It is possible to work around the Windows XP to Windows 7 upgrade issue if you have, or can borrow a copy of Windows Vista. It doesn’t even have to be licensed since you won’t be activating it and won’t have it loaded for more than a few hours — well within the 30-day trial period. Just upgrade from Windows XP to Windows Vista, and then upgrade the newly installed Windows Vista system to Windows 7.
There is no guarantee that this will go off without a hitch, but is probably much easier than doing a clean install, which is recommended by Microsoft and most experts.
I just took the route of replacing XP with Win7 on one of my Compaq systems. Fortunately I had removed the XP disk and replaced it with another "Just in case", turned out to be a good move. After loading Win 7 I quickly realised that this was Vista with a pretty new coat, same crud underneath. Now, no network connectivity, no sound, indexing everything by default keeps slowing it down and so on, it feels so much like Vista. I had tried the early betas, same issues, you kind of hope the final version is way beyond the beta stage.
Just as an exercise I loaded Ubuntu client, surprise, surprise, network worked, sound seemed fine and it ran twice as fast, I know where the "upgrade" for this system is headed, NOT in Win 7 direction. XP disk replaced and the windows world worked again.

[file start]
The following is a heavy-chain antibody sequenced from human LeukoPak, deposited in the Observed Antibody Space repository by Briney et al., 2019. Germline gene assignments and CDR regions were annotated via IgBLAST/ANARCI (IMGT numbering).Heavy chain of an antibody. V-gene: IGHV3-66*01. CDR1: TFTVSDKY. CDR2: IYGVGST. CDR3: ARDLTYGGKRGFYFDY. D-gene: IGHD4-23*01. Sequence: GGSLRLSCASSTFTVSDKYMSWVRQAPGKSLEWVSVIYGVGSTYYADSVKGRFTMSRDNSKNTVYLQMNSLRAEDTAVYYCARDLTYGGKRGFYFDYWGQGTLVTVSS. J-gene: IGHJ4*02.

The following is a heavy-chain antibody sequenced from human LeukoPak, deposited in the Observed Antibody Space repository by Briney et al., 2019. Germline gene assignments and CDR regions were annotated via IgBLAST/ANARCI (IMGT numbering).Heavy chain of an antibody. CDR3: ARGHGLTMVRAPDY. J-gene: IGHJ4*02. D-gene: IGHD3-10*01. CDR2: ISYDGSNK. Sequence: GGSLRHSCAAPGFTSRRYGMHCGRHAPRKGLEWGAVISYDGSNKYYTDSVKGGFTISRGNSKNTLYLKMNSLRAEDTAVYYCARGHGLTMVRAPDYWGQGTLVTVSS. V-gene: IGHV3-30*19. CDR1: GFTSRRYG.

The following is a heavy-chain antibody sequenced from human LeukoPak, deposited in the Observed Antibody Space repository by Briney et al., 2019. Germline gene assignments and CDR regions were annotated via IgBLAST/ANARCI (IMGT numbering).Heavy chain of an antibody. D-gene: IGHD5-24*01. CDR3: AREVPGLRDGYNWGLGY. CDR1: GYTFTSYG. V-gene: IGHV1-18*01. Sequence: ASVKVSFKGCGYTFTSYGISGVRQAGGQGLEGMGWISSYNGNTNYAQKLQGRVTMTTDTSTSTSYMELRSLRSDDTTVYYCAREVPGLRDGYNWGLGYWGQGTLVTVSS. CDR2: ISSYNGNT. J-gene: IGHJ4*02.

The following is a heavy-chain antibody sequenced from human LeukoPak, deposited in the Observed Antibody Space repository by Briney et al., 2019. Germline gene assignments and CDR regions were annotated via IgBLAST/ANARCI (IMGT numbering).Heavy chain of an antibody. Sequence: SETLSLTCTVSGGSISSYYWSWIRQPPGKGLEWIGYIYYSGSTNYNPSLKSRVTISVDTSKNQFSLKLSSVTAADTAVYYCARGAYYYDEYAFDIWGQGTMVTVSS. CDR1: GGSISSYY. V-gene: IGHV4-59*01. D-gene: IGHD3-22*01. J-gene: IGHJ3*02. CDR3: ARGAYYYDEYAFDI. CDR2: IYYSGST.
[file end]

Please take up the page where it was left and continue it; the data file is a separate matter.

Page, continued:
I think there will be some learning curve required and efficiency will be lost once you're very good in XP. The Win Explorer (not IE) is displayed differently in vista and W7. I'm still struggling to learn those new interface. again, BEWARE.
Its not just win explorer, i mentioned interfaces. like the search/find and a dozen others in control panel. We'll im just so busy with my airway manuals and jepp updates, no time to learn those minor things in new versions of windows. besides, instead of changing the interfaces, why not just change the internal workings of windows so oldtime users don't need to buy new W7 books from MS? MS could've done better, IMO, if they optimise the internal workings of their OS say 'Indexing' service or those resource hogging background services, instead of chaning the makeup of their baby. just my opinion.